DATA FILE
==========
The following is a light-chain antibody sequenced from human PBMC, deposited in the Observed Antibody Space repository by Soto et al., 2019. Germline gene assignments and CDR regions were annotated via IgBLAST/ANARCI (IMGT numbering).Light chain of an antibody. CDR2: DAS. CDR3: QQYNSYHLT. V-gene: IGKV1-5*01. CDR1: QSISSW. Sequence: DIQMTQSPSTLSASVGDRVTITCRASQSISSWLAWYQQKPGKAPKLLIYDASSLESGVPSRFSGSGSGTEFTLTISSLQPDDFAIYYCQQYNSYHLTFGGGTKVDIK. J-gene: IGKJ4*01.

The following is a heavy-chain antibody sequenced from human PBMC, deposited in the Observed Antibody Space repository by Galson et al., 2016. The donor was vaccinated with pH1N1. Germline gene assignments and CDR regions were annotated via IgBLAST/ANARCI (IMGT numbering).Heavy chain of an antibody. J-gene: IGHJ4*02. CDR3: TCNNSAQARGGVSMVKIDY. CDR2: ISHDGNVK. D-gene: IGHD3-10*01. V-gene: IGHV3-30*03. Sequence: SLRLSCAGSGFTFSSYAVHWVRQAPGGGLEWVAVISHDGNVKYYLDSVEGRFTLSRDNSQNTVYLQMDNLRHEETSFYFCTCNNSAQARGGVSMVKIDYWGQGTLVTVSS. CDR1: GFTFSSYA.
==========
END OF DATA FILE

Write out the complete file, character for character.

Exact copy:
The following is a light-chain antibody sequenced from human PBMC, deposited in the Observed Antibody Space repository by Soto et al., 2019. Germline gene assignments and CDR regions were annotated via IgBLAST/ANARCI (IMGT numbering).Light chain of an antibody. CDR2: DAS. CDR3: QQYNSYHLT. V-gene: IGKV1-5*01. CDR1: QSISSW. Sequence: DIQMTQSPSTLSASVGDRVTITCRASQSISSWLAWYQQKPGKAPKLLIYDASSLESGVPSRFSGSGSGTEFTLTISSLQPDDFAIYYCQQYNSYHLTFGGGTKVDIK. J-gene: IGKJ4*01.

The following is a heavy-chain antibody sequenced from human PBMC, deposited in the Observed Antibody Space repository by Galson et al., 2016. The donor was vaccinated with pH1N1. Germline gene assignments and CDR regions were annotated via IgBLAST/ANARCI (IMGT numbering).Heavy chain of an antibody. J-gene: IGHJ4*02. CDR3: TCNNSAQARGGVSMVKIDY. CDR2: ISHDGNVK. D-gene: IGHD3-10*01. V-gene: IGHV3-30*03. Sequence: SLRLSCAGSGFTFSSYAVHWVRQAPGGGLEWVAVISHDGNVKYYLDSVEGRFTLSRDNSQNTVYLQMDNLRHEETSFYFCTCNNSAQARGGVSMVKIDYWGQGTLVTVSS. CDR1: GFTFSSYA.